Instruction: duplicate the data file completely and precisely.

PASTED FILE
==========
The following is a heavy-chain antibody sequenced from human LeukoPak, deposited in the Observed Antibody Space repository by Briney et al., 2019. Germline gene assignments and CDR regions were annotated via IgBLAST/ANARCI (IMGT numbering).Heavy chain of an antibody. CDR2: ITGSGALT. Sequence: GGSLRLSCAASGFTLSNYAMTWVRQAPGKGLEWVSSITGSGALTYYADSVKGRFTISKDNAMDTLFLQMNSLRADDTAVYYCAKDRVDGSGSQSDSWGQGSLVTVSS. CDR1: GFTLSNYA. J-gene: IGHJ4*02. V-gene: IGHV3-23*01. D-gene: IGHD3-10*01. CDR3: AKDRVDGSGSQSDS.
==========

The following is a heavy-chain antibody sequenced from human LeukoPak, deposited in the Observed Antibody Space repository by Briney et al., 2019. Germline gene assignments and CDR regions were annotated via IgBLAST/ANARCI (IMGT numbering).Heavy chain of an antibody. CDR2: ITGSGALT. Sequence: GGSLRLSCAASGFTLSNYAMTWVRQAPGKGLEWVSSITGSGALTYYADSVKGRFTISKDNAMDTLFLQMNSLRADDTAVYYCAKDRVDGSGSQSDSWGQGSLVTVSS. CDR1: GFTLSNYA. J-gene: IGHJ4*02. V-gene: IGHV3-23*01. D-gene: IGHD3-10*01. CDR3: AKDRVDGSGSQSDS.